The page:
These lines are sung in a heavy Hebrew accent, with the word “Arkansas” mispronounced and the signature “ch” sound for “Hamas,” which is used neither in Arabic nor in English. As I understand these words, they are mainly meant to portray Israeli spokespeople as boorish, foreign, and ignorant. They stand in stark contrast to the slick, suave language the rest of the video “speaks” in, with meticulous attention given to everything from the sound production all the way down to the typography of the yellow labels that mimic the IDF’s video annotations. These Israelis are not like us, the viewer is led to believe. They have no culture. They’re behind the times, they just don’t “get it,” and that cultural gap is so uncool it’s hilarious.

Culture has a long history as a talking point in psychological warfare. One U.S. propaganda poster in World War I portrayed Germany as an enraged ape with a bloodied club that says “Kultur,” a scathing stab at German pride in giants from Bach to Goethe. The Fascists responded in kind in WWII with a poster depicting the U.S. as a black corporal stealing Venus de Milo and putting it up for sale for two dollars. Someone who’s different is easier to hate and fight against. (Just ask the post-colonialists — they wrote the book about it).

Will Israel’s official spokespeople ever be able to be as cool as a mashup video? The answer is no. Here, too, Israeli officials are in an asymmetric conundrum, and probably rightfully feel they must maintain a serious, professional, yet decidedly un-Web 2.0 demeanor. So asymmetry extends to this argument as well. But here’s the catch: Non-official actors have put up a good fight on Israel’s behalf (evidently good enough to merit this response) and will continue to do so. Besides Latma TV, some other pithy pro-Israel productions include No Laughing Matter and EnoughNews’ video on the BDS movement. Rather than focusing on empty rhetoric, both No Laughing Matter and the BDS video aim to inform and educate the viewers, as well as provide sufficient evidence to allow them to make up their own minds on the matter. Now, students, compare and contrast with Keyboard Cat.

The Target Audience

The funny thing about “Internet Killed Israeli PR” is that despite all the technical expertise and work that went into it, it’s really a piece for insiders only. While “We Con the World” was designed to be accessible to anyone who’s ever heard the voice of Cyndi Lauper, only the extremely media-savvy would recognize the name of Michael Sfard, identify the face of Mark Regev, or know what StandWithUs is.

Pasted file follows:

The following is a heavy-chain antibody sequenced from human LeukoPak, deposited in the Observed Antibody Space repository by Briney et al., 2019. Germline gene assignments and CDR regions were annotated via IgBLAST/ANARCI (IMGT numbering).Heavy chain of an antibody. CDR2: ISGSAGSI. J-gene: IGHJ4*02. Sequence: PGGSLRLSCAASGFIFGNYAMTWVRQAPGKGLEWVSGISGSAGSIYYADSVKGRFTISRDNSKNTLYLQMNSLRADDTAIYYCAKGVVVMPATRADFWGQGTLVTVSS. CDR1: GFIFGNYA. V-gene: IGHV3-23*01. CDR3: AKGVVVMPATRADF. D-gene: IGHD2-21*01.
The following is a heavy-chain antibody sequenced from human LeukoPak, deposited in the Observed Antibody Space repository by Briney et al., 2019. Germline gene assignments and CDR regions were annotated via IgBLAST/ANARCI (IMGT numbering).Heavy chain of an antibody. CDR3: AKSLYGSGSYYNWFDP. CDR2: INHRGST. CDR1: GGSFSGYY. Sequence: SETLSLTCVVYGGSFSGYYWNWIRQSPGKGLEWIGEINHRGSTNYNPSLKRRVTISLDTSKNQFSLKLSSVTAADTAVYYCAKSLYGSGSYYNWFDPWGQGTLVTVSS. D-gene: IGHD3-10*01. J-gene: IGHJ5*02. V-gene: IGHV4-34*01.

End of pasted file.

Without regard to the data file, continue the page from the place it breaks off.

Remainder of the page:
One could make the argument that this appeals to a small yet influential minority of media-savvy surfers everywhere, the early adopters that lead the way in public opinion. Another plausible suggestion would be that this video has value as internal propaganda, as a self-congratulating piece to rally the troops of the extreme Israel-hating fringes. (Sure enough, a quick look at the swastikas in the avatars of Minor Demographic Threat’s YouTube fans shows that if this was the objective, it was effectively reached). Either way, this is hardly a video for the novice, and that is a point worth remembering when evaluating videos on the conflict from either side.

“We are the Mavi Marmara / You are the sloppy hasbara”

The video not only portrays Israel’s spokespeople as foreign, stupid liars, it also claims they do a poor job at lying. The mashup “rightfully ridicules Israel’s futile desperation to maintain a clean public image while carrying out rabid attacks on human rights on the ground (or in international waters),” Artists Against Apartheid music producer and engineer Andrew Felluss told Ma’an. “This had been working OK for the Zionist movement, until now, when internet 2.0 is increasingly decimating its information power. […] Now we are seeing this impotence in action, in real time, and the effect is quite hilarious.”

The speakers’ smooth talk is contrasted with shots of Israel’s official spokespeople, Mark Regev, Maj. Avital Leibowitz and Lt. Aliza Landes, edited to look like a secluded, ridiculous set of talking heads. (Who’s distributing edited footage for spin now?)

That “the internet” will defeat Israeli PR is really just a chest-beating, self-congratulating message that repeats, unsubstantiated, throughout the video. The visuals in this case constitute an ad hominem against Minor Demographic Threat’s interlocutors, while they hide behind a snarky collective name, aviator sunglasses, and a distortion effect. And while it is probably meant to intimidate those who speak for Israel, I very much doubt it will ever work.

Summary and Conclusion

“Video is an extremely powerful tool as is humor. When those intersect they can be used to an even greater effect,” Minor Demographic Threat told the Ma’an news agency. I agree, and it’s plain to see that while the libel R&D departments are working overtime, so are the pro-Israel responses evolving — and more surfers get an unfiltered, fact-based, multifaceted impression of what Israel is really like. So has the internet killed Israeli PR? I don’t think so. No matter what a small fringe group of fanatics would like to believe, we’ll continue to see a PR arms race with each side of the debate seeking, and finding, new ways of persuasion. If anything, we’ve gone from a Pallywood-infested mainstream media to a more leveled playing field. Game on.